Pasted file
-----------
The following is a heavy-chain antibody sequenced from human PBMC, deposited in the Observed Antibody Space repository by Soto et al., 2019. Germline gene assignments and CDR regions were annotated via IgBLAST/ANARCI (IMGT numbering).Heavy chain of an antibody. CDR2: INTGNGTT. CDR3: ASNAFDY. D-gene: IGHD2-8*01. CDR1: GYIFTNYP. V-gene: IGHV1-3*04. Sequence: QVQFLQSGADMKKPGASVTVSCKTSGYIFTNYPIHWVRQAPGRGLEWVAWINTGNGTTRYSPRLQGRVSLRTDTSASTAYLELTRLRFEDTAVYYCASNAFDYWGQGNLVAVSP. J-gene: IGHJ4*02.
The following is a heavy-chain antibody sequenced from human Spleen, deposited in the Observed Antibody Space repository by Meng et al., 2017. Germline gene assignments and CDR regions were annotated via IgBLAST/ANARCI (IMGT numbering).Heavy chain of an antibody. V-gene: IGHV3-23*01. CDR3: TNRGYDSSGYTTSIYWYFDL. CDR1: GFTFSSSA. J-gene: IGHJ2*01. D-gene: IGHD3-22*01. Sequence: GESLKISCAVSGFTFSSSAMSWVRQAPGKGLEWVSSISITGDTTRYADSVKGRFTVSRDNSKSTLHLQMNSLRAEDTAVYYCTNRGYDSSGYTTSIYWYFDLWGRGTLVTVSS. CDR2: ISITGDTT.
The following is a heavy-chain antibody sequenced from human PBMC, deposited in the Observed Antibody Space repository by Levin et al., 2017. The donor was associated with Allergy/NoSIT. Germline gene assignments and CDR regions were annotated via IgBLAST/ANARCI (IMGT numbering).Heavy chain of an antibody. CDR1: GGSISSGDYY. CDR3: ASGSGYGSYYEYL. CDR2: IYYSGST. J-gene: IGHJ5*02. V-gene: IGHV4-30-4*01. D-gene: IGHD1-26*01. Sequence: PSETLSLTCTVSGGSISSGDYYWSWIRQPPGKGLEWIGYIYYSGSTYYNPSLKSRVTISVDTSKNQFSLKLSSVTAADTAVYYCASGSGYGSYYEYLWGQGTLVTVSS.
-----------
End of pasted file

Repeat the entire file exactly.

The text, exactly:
The following is a heavy-chain antibody sequenced from human PBMC, deposited in the Observed Antibody Space repository by Soto et al., 2019. Germline gene assignments and CDR regions were annotated via IgBLAST/ANARCI (IMGT numbering).Heavy chain of an antibody. CDR2: INTGNGTT. CDR3: ASNAFDY. D-gene: IGHD2-8*01. CDR1: GYIFTNYP. V-gene: IGHV1-3*04. Sequence: QVQFLQSGADMKKPGASVTVSCKTSGYIFTNYPIHWVRQAPGRGLEWVAWINTGNGTTRYSPRLQGRVSLRTDTSASTAYLELTRLRFEDTAVYYCASNAFDYWGQGNLVAVSP. J-gene: IGHJ4*02.
The following is a heavy-chain antibody sequenced from human Spleen, deposited in the Observed Antibody Space repository by Meng et al., 2017. Germline gene assignments and CDR regions were annotated via IgBLAST/ANARCI (IMGT numbering).Heavy chain of an antibody. V-gene: IGHV3-23*01. CDR3: TNRGYDSSGYTTSIYWYFDL. CDR1: GFTFSSSA. J-gene: IGHJ2*01. D-gene: IGHD3-22*01. Sequence: GESLKISCAVSGFTFSSSAMSWVRQAPGKGLEWVSSISITGDTTRYADSVKGRFTVSRDNSKSTLHLQMNSLRAEDTAVYYCTNRGYDSSGYTTSIYWYFDLWGRGTLVTVSS. CDR2: ISITGDTT.
The following is a heavy-chain antibody sequenced from human PBMC, deposited in the Observed Antibody Space repository by Levin et al., 2017. The donor was associated with Allergy/NoSIT. Germline gene assignments and CDR regions were annotated via IgBLAST/ANARCI (IMGT numbering).Heavy chain of an antibody. CDR1: GGSISSGDYY. CDR3: ASGSGYGSYYEYL. CDR2: IYYSGST. J-gene: IGHJ5*02. V-gene: IGHV4-30-4*01. D-gene: IGHD1-26*01. Sequence: PSETLSLTCTVSGGSISSGDYYWSWIRQPPGKGLEWIGYIYYSGSTYYNPSLKSRVTISVDTSKNQFSLKLSSVTAADTAVYYCASGSGYGSYYEYLWGQGTLVTVSS.